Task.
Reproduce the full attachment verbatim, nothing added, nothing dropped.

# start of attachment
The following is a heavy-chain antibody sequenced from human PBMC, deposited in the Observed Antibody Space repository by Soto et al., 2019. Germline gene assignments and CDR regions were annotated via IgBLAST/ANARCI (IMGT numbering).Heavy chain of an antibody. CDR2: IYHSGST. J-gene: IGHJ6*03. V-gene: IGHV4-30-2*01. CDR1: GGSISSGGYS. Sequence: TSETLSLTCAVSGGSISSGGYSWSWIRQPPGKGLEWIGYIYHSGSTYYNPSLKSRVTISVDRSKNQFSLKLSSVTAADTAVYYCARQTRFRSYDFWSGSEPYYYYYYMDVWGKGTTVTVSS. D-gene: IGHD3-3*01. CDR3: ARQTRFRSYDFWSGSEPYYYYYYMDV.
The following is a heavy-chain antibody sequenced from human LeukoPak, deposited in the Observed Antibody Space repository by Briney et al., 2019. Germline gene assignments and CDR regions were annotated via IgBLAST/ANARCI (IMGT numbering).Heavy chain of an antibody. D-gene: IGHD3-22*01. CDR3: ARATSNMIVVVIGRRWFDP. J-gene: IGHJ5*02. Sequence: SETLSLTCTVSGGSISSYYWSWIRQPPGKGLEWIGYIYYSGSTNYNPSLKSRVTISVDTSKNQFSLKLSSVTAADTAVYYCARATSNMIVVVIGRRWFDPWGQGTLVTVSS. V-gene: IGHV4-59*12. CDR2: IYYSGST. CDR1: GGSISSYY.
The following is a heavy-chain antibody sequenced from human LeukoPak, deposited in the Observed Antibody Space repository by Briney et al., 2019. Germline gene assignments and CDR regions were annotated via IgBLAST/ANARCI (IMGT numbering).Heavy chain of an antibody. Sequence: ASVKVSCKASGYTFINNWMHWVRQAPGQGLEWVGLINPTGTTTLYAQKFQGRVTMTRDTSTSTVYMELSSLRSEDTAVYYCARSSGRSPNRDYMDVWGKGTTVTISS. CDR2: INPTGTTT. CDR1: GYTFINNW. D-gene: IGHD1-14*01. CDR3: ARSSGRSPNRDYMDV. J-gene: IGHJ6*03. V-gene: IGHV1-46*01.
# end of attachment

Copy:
The following is a heavy-chain antibody sequenced from human PBMC, deposited in the Observed Antibody Space repository by Soto et al., 2019. Germline gene assignments and CDR regions were annotated via IgBLAST/ANARCI (IMGT numbering).Heavy chain of an antibody. CDR2: IYHSGST. J-gene: IGHJ6*03. V-gene: IGHV4-30-2*01. CDR1: GGSISSGGYS. Sequence: TSETLSLTCAVSGGSISSGGYSWSWIRQPPGKGLEWIGYIYHSGSTYYNPSLKSRVTISVDRSKNQFSLKLSSVTAADTAVYYCARQTRFRSYDFWSGSEPYYYYYYMDVWGKGTTVTVSS. D-gene: IGHD3-3*01. CDR3: ARQTRFRSYDFWSGSEPYYYYYYMDV.
The following is a heavy-chain antibody sequenced from human LeukoPak, deposited in the Observed Antibody Space repository by Briney et al., 2019. Germline gene assignments and CDR regions were annotated via IgBLAST/ANARCI (IMGT numbering).Heavy chain of an antibody. D-gene: IGHD3-22*01. CDR3: ARATSNMIVVVIGRRWFDP. J-gene: IGHJ5*02. Sequence: SETLSLTCTVSGGSISSYYWSWIRQPPGKGLEWIGYIYYSGSTNYNPSLKSRVTISVDTSKNQFSLKLSSVTAADTAVYYCARATSNMIVVVIGRRWFDPWGQGTLVTVSS. V-gene: IGHV4-59*12. CDR2: IYYSGST. CDR1: GGSISSYY.
The following is a heavy-chain antibody sequenced from human LeukoPak, deposited in the Observed Antibody Space repository by Briney et al., 2019. Germline gene assignments and CDR regions were annotated via IgBLAST/ANARCI (IMGT numbering).Heavy chain of an antibody. Sequence: ASVKVSCKASGYTFINNWMHWVRQAPGQGLEWVGLINPTGTTTLYAQKFQGRVTMTRDTSTSTVYMELSSLRSEDTAVYYCARSSGRSPNRDYMDVWGKGTTVTISS. CDR2: INPTGTTT. CDR1: GYTFINNW. D-gene: IGHD1-14*01. CDR3: ARSSGRSPNRDYMDV. J-gene: IGHJ6*03. V-gene: IGHV1-46*01.